without changing your settings we'll assume you are happy to receive all RSC cookies.
You can change your cookie settings by navigating to our Privacy and Cookies page and following the instructions. These instructions
are also obtainable from the privacy link at the bottom of any RSC page.
Polymer brushes are assemblies of polymer chains grafted with one end group to a solid surface in a number high enough so that the chains are stretched away from the interface due to steric hindrance and/or electrostatic repulsion between neighbouring polymer units. Diblock copolymers have been used to build controlled switchable surfaces with a selective response to external stimuli specific to one of the blocks. Herein we study the structure, mechanical behaviour and interfacial softness of a diblock copolymer brush composed of N,N′-dimethylmethylacrylamide (DMMAA) and methacrylic acid (MAA) considering different counterions and Hofmeister salts by means of atomistic molecular dynamics simulations. Li+, Na+, K+, Rb+ and Cs+ were used as counterions while NaF, NaCl, NaBr and NaI 1 molal aqueous salt solutions were used to study anion effects. Our results show that Li+ and Na+ cations form a strong salt bridge network with the carboxylic groups of MAA monomers belonging to neighbouring chains leading to a stretched monodisperse arrangement of the polymeric chains. On the other hand, the weaker salt bridge network upon addition of Rb+ and Cs+ cations promotes a partial collapse of the polyelectrolyte brushes. Addition of K+ cations leads to an intermediate arrangement. These results have a direct impact on the mechanical behaviour of such soft surfaces and the packing of the polymer chains, i.e. the rigidity of the brush is ion specific and follows a Hofmeister series in the order Li+ > Na+ ≫ K+ > Rb+ > Cs+. We furthermore report that in those systems where a sodium halide salt is added, the same swelling behaviour is observed independently of the nature of the added salt. However, the degree of ionic absorption within the brush is again ion specific in the order NaCl > NaBr > NaI > NaF at 1 m salt concentration.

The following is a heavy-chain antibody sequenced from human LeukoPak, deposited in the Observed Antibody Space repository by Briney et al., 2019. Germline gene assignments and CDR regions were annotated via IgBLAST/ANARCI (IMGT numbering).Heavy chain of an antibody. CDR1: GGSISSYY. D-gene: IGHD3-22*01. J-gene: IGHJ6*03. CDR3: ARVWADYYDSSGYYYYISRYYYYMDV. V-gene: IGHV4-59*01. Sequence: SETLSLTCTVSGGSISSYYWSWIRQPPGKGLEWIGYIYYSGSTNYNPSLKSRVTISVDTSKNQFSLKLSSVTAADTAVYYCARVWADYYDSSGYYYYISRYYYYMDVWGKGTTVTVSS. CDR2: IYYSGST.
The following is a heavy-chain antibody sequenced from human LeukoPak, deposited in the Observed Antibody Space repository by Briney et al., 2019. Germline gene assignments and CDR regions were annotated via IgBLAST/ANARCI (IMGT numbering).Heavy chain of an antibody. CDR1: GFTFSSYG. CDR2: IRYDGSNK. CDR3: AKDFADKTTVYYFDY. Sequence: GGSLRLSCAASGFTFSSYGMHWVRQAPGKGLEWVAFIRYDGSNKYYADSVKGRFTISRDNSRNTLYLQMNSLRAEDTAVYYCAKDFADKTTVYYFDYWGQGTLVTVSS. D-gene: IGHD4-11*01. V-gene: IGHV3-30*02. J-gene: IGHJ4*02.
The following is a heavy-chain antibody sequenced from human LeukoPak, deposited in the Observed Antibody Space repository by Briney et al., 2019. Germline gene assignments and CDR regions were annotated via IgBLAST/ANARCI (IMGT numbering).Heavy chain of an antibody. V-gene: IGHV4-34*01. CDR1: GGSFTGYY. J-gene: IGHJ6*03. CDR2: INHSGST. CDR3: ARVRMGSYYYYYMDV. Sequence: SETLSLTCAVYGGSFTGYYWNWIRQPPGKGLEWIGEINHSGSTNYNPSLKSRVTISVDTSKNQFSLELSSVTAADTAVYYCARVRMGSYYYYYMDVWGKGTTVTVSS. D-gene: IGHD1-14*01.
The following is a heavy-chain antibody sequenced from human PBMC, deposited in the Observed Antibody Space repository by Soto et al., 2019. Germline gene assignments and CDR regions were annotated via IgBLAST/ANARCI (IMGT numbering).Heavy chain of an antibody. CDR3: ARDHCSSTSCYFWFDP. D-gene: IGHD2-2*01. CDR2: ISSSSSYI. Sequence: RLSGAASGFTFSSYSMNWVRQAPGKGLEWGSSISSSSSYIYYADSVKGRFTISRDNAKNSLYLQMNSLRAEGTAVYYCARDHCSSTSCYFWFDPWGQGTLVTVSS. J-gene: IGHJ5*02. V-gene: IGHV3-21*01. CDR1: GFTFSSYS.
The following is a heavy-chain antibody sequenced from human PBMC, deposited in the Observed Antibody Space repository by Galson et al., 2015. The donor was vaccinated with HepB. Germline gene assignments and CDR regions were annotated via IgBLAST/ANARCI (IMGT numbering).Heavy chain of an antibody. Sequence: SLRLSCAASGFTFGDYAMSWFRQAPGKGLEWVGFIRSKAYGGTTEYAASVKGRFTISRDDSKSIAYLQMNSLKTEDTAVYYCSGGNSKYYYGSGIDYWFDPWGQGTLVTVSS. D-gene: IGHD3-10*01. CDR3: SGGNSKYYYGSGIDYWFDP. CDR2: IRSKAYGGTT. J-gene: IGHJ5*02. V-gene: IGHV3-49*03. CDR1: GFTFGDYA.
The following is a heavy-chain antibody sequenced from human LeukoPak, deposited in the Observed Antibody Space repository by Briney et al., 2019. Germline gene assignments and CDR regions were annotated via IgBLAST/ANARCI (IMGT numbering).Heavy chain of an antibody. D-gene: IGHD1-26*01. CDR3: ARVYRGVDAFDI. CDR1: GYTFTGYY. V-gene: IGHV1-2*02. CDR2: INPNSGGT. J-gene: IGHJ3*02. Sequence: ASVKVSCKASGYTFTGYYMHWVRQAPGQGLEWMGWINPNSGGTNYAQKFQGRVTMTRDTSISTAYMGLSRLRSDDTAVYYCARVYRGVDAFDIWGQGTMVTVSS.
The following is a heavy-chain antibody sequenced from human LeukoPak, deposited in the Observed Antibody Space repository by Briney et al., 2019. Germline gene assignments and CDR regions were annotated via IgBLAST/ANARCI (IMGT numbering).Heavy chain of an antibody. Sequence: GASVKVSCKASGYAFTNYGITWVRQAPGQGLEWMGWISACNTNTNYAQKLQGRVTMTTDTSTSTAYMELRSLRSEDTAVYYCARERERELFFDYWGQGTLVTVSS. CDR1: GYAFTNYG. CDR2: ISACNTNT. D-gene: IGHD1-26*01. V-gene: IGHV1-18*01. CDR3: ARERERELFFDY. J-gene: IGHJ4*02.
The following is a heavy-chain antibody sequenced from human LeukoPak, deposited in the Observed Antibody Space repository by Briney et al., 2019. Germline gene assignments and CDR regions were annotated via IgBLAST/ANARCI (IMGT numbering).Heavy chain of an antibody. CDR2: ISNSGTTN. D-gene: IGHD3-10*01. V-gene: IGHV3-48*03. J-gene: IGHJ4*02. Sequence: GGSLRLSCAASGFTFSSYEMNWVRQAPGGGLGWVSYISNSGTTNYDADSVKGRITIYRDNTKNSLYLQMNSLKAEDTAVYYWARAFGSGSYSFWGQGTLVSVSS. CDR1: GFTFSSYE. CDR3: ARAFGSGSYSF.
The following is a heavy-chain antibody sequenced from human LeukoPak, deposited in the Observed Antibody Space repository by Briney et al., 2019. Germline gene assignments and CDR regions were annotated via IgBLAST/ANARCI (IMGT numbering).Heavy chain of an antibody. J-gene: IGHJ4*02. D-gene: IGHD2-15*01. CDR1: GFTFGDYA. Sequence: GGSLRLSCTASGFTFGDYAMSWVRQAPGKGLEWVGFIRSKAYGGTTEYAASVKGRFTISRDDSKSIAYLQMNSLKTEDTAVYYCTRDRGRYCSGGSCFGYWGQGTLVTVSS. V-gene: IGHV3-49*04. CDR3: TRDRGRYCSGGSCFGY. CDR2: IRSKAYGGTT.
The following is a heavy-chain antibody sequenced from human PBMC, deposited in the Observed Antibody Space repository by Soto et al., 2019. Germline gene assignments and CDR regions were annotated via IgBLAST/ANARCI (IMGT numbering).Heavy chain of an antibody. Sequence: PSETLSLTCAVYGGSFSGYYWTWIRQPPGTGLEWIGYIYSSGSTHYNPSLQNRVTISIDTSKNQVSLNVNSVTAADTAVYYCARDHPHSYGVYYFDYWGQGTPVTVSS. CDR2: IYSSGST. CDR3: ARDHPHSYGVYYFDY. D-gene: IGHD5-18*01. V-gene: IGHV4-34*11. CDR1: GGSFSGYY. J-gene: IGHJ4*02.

Fetching data from CrossRef. This may take some time to load.